Foo Fest headliner Andrew W.K.

By JIM MACNIE  |  August 10, 2011

WHAT'S BEEN THE MOST MEMORABLE MOMENT? I got to drive a WWII Russian tank. You see 'em in parks as statues or memorials. But to be around one that's actually moving, and ride on it, and fire it? To actually blow up another vehicle? That's when I stop, look at the sky, be as aware as possible, and say to myself, "I'm getting to do this."

YOU'VE TOLD ME PREVIOUSLY THAT YOU LIKE THE PROCESS OF DRIVING AND FORWARD MOTION IN GENERAL. STILL TRUE? Yes, that's one of the reasons I like going to Los Angeles, which is where lots of my business takes place. Driving out to the movie ranch in Santa Clarita where we film the show is cool. Being in the car in the morning and back home in the evening are special moments. Window open, listening to the radio. It's important to have that still time. Though it's a lot different to sit when you're on your way somewhere, when you're moving in a car. You're still in your thoughts, but you're not still at all. Weird contrast.

YOU BUILT YOUR LAST ALBUM,55 CADILLAC (2009) AROUND PIANO PIECES. WHAT WAS IT LIKE TO PLAY INSTRUMENTAL MUSIC, TO HAVE YOUR SOLE VOICE COME FROM THE KEYBOARD? It was terrifying. It took so much effort to not do anything. I didn't want it to be impressive, which was probably the most frightening part for me, or for anyone who has an ego. You want to do good work and impress people. But you can make an impression on someone while not impressing them with any kind of quality. One of the main goals for that album is just "this is a guy playing piano." It might not even be a good performance. I was trying to do the extreme opposite in terms of the music that I had previously recorded. Even if I didn't like the music, I was going to commit to the results. I still don't know how I feel about it. I'm proud that I committed to it. The best thing about the album is that someone with no other knowledge in my music hears it and becomes interested. Maybe that's what it was for: a way to meet a guy who otherwise would have never spoken to me.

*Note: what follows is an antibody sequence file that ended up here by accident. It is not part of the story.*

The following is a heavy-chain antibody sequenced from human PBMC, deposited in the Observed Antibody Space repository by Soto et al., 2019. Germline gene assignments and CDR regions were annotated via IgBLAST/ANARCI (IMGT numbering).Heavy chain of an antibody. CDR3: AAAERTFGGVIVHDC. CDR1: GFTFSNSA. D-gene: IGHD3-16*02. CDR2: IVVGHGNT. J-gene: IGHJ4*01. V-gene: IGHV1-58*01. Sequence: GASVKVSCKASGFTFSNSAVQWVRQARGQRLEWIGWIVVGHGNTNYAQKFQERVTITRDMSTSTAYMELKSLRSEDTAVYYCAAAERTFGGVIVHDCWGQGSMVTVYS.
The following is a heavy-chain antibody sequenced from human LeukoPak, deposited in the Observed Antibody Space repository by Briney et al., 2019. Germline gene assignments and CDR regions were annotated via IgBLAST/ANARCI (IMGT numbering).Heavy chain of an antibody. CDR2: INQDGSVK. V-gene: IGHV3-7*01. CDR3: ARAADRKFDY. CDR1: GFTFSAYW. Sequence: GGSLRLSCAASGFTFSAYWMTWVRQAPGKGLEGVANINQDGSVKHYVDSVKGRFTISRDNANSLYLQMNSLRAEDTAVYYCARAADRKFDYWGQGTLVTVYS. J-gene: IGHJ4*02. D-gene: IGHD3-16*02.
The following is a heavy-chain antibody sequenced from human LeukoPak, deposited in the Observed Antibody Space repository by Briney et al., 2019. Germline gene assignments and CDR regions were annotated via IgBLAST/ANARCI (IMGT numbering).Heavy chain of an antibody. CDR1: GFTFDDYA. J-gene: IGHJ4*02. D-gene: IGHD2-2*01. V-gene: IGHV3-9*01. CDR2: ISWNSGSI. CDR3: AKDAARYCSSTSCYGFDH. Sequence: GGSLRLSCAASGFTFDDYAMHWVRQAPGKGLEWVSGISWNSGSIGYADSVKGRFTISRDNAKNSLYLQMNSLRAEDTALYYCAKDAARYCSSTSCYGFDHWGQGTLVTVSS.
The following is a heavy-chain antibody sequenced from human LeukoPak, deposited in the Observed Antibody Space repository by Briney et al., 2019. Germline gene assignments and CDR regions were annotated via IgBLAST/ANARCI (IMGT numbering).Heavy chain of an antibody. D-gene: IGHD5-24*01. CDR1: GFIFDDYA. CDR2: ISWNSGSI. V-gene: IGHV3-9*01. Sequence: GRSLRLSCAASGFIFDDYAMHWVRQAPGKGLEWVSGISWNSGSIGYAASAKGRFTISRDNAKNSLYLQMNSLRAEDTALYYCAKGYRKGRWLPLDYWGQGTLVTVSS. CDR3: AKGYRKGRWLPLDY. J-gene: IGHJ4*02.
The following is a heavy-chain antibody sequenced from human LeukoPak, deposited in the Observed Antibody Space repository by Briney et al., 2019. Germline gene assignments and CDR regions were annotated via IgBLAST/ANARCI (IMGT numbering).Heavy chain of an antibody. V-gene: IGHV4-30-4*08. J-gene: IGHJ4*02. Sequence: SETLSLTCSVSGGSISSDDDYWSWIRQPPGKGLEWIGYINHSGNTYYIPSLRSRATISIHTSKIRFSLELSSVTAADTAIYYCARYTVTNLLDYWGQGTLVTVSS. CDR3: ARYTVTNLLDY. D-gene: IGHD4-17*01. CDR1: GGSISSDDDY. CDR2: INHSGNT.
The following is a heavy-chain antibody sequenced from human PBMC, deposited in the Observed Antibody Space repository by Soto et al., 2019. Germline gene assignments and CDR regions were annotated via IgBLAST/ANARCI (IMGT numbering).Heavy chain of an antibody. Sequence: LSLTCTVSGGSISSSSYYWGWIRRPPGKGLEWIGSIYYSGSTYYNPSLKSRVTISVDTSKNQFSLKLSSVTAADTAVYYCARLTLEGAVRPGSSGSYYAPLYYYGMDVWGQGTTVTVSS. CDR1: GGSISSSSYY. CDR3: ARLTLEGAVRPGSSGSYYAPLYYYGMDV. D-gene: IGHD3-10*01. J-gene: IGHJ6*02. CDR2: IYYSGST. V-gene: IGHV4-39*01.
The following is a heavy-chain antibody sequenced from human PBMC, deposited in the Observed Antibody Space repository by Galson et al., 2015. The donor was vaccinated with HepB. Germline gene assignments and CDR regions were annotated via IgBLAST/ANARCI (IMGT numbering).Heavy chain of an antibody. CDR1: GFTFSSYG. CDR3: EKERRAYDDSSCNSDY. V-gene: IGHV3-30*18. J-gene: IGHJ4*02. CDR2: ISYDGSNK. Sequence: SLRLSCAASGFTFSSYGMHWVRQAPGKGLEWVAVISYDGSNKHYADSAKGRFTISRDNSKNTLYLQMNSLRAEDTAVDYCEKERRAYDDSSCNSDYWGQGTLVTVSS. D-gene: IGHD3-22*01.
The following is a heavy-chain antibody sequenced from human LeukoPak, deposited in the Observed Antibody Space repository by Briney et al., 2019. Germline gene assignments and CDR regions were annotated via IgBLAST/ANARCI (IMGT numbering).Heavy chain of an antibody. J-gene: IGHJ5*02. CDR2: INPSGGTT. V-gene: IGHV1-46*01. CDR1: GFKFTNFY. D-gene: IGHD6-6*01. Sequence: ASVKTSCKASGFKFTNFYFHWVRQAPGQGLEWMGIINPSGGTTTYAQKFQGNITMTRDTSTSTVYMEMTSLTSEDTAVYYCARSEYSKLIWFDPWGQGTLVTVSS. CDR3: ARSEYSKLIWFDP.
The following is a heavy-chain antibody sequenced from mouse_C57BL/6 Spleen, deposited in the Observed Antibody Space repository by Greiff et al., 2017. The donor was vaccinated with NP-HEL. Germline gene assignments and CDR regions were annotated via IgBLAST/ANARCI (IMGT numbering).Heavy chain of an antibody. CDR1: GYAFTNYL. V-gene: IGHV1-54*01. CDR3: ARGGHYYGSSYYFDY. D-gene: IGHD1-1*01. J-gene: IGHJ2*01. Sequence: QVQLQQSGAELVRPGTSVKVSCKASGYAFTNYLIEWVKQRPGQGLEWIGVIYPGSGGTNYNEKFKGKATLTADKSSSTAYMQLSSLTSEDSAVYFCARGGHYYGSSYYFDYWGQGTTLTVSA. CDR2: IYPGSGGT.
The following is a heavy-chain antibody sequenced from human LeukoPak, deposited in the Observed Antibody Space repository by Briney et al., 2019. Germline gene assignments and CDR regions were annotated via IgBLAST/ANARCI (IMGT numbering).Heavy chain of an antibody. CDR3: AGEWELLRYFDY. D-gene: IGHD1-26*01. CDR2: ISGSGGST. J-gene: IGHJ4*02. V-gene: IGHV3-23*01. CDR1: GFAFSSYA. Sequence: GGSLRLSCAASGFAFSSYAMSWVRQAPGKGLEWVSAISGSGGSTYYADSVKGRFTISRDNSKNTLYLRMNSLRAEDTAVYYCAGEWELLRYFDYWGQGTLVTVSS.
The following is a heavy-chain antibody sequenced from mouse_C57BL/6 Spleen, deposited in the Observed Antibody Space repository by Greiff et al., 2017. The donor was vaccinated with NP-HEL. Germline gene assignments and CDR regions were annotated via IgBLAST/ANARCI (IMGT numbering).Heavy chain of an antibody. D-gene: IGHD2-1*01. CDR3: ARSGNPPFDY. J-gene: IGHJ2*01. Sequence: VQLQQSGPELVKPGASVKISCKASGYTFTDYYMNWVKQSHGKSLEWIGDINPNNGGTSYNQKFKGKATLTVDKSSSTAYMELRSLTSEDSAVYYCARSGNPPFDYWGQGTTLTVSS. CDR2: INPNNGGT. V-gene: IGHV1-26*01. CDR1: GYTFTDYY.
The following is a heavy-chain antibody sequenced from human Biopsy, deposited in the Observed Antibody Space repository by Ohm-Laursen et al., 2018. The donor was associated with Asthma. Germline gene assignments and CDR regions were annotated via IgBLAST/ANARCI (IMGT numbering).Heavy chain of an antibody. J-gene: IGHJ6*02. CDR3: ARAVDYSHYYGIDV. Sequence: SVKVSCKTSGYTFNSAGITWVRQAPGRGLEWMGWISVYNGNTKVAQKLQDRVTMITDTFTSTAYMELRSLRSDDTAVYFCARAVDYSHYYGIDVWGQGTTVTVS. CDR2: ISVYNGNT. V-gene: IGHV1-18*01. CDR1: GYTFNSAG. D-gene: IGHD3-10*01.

IT HAS A CERTAIN "TRANCE" EFFECT TO IT. IS TRANSCENDENCE EVER A GOAL WHEN YOUR FINGERS ARE ON THE KEYS? Yeah, yeah. It was interesting to develop an improvising process. I'm a big fan of Terry Riley and Philip Glass and Keith Jarrett. My dad was always obsessed and talked about Keith Jarrett in a certain way that I didn't hear him talk about music . . . ever. It wasn't until years later that I understood those [solo] records are Jarrett making stuff up from scratch. I don't know if I would have been able to understand how special that kind of music is when I was younger. When you're as skilled as him and you choose to do it that way? What a gift. When I made 55 Cadillac I knew I was trying to translate something from the subconscious. If you're going to improvise, you might as well have it be completely free.

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